There are both civil actions for fraud, which have certain elements, procedural features, and standards of proof, and crimes described as fraud, which have different elements, procedural features, and standards of proof.
In a suit for common law fraud, one must prove each of the following elements of the claim by a preponderance of the evidence at trial with admissible evidence (with subtle variation from state to state) that there was a (1) misrepresentation made by the defendant to the plaintiff, (2) regarding a material fact, (3) upon which the plaintiff was intended to rely, and (4) upon which the plaintiff actually did justifiably rely, and (5) that reliance caused the plaintiff to suffer (6) economic damages in an amount proven at trial.
A plaintiff does this by filing a lawsuit (or a counterclaim or an affirmative defense, as the case may be), setting forth the facts giving rise to the claim, in a court with jurisdiction over the claim, and going through the process of the rules of civil procedure (which differ a great deal from the rules for criminal cases). The complaint initiating a fraud case is held to a higher standard than an ordinary complaint initiating a lawsuit and must be "pleaded with particularity" that sets forth the basis of the alleged fraud claim in greater detail than would be required for other kinds of lawsuits.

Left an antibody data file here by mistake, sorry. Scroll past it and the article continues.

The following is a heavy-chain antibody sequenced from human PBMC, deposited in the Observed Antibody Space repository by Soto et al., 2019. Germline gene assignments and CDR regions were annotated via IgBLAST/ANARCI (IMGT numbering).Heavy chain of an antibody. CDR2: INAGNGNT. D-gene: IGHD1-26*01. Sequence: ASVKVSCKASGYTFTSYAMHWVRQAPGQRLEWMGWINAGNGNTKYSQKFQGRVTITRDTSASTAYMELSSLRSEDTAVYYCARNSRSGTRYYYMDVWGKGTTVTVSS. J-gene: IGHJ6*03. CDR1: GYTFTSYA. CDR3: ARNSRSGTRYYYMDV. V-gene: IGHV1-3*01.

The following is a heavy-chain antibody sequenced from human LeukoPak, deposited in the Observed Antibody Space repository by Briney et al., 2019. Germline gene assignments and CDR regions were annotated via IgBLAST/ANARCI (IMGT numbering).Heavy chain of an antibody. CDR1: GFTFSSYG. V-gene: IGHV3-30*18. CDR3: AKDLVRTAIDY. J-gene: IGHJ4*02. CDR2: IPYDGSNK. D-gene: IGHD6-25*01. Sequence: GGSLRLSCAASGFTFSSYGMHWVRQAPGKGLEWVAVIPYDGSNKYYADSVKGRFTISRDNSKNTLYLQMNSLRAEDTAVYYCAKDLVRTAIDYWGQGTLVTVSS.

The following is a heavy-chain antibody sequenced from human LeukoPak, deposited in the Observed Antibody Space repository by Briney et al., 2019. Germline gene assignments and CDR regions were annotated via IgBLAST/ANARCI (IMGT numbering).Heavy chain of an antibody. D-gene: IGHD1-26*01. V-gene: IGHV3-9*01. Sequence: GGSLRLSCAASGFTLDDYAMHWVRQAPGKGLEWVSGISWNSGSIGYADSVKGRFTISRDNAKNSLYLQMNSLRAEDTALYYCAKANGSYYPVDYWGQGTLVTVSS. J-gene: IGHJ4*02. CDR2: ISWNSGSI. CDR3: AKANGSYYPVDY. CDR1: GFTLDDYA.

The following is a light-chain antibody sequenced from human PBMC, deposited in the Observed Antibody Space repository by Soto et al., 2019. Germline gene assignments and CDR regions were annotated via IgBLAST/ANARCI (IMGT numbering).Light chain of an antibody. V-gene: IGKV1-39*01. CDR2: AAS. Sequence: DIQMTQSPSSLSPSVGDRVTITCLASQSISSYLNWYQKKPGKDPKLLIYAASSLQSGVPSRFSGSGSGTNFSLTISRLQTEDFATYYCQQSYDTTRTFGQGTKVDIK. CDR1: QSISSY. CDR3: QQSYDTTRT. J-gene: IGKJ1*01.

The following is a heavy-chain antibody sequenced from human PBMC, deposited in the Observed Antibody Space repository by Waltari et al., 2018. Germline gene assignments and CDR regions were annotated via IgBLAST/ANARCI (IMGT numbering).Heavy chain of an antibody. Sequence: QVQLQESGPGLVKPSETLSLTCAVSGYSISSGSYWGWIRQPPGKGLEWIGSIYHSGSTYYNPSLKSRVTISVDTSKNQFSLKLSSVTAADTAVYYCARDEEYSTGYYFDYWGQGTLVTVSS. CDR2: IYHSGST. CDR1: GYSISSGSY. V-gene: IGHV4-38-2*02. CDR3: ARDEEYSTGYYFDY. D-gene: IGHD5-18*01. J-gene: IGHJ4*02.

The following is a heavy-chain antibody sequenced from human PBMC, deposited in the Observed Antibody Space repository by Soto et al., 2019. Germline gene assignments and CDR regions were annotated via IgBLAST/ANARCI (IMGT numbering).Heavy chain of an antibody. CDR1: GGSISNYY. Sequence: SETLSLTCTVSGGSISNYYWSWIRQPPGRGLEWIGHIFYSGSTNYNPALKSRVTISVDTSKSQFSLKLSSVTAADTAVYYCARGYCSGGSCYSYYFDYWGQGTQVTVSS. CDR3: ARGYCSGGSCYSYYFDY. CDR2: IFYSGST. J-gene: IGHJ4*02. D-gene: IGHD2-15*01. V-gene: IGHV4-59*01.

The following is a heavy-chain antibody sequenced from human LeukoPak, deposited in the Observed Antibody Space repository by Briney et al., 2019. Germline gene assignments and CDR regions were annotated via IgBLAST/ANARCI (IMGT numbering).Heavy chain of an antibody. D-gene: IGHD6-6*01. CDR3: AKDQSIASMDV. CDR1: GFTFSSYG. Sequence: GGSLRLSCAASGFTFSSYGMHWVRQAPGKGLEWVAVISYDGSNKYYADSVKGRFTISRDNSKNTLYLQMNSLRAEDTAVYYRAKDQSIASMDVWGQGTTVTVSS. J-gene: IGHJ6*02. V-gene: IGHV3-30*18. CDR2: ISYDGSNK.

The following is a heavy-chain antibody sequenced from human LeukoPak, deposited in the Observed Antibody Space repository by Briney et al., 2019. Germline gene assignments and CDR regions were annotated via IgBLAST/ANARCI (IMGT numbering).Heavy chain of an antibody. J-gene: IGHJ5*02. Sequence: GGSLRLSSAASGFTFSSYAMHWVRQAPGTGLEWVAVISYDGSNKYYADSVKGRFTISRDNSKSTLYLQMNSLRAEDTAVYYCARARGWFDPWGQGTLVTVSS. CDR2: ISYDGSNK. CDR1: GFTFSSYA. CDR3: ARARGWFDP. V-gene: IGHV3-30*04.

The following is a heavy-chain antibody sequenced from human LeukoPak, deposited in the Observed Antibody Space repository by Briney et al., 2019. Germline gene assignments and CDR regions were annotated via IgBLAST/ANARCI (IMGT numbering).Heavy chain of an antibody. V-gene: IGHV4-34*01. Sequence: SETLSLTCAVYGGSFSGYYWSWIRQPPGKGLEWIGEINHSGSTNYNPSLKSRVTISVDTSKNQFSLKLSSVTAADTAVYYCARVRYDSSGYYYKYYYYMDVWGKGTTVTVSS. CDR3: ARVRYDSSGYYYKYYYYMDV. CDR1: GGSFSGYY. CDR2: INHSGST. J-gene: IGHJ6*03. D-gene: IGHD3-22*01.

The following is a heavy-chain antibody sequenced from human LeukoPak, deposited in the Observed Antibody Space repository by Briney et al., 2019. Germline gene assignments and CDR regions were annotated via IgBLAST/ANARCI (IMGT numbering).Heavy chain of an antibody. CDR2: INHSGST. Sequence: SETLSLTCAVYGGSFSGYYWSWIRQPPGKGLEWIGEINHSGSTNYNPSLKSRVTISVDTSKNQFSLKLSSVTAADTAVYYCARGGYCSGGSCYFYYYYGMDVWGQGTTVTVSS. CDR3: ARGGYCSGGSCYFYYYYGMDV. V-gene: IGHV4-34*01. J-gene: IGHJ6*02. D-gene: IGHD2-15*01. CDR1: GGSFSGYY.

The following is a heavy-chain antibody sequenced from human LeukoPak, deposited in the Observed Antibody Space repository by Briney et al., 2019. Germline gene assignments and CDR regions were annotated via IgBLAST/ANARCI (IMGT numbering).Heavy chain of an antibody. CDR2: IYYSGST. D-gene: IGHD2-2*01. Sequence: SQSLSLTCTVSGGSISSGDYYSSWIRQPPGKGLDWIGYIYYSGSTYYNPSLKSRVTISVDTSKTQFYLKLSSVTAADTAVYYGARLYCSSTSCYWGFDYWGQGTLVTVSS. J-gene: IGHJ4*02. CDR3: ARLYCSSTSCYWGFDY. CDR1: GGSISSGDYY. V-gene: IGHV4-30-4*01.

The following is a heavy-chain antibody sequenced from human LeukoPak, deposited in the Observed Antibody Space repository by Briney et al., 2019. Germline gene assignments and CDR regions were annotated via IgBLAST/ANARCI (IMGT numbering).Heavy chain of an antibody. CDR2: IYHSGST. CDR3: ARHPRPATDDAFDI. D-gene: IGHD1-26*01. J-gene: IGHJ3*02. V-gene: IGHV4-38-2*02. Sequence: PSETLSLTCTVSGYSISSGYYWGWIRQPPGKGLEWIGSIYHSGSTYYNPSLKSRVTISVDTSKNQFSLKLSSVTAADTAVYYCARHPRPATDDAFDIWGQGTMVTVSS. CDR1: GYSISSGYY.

The same acts can give rise to both civil lawsuits, and criminal charges.
Furthermore, in some cases, fraud can be asserted as a defense to someone else's civil claims (e.g. breach of contract), rather than as an affirmative cause of action seeking damages of its own.
Even the subset of cases where fraud is an affirmative defense has fine gradations. Certain kinds of fraud will make an act "void ab initio" (i.e. preventing an legally relevant act from ever having taken place), while other kinds of fraud merely render a legal action "voidable" (i.e. subject to being invalidated if and only if someone affected by the fraud complains and raises the matter in a legal forum).
Also, yet another body of law applies to fraud, not in the underlying conduct that is the basis for a civil action or criminal prosecution, but in the court process itself. This implicates rules related to discovery sanctions, rules related to fraudulent court documents, ethical rules for lawyers that can lead to disbarment, contempt of court sanctions, rules for setting aside legal judgments and convictions based upon fraud, and criminal perjury prosecutions, to provide some of the main examples.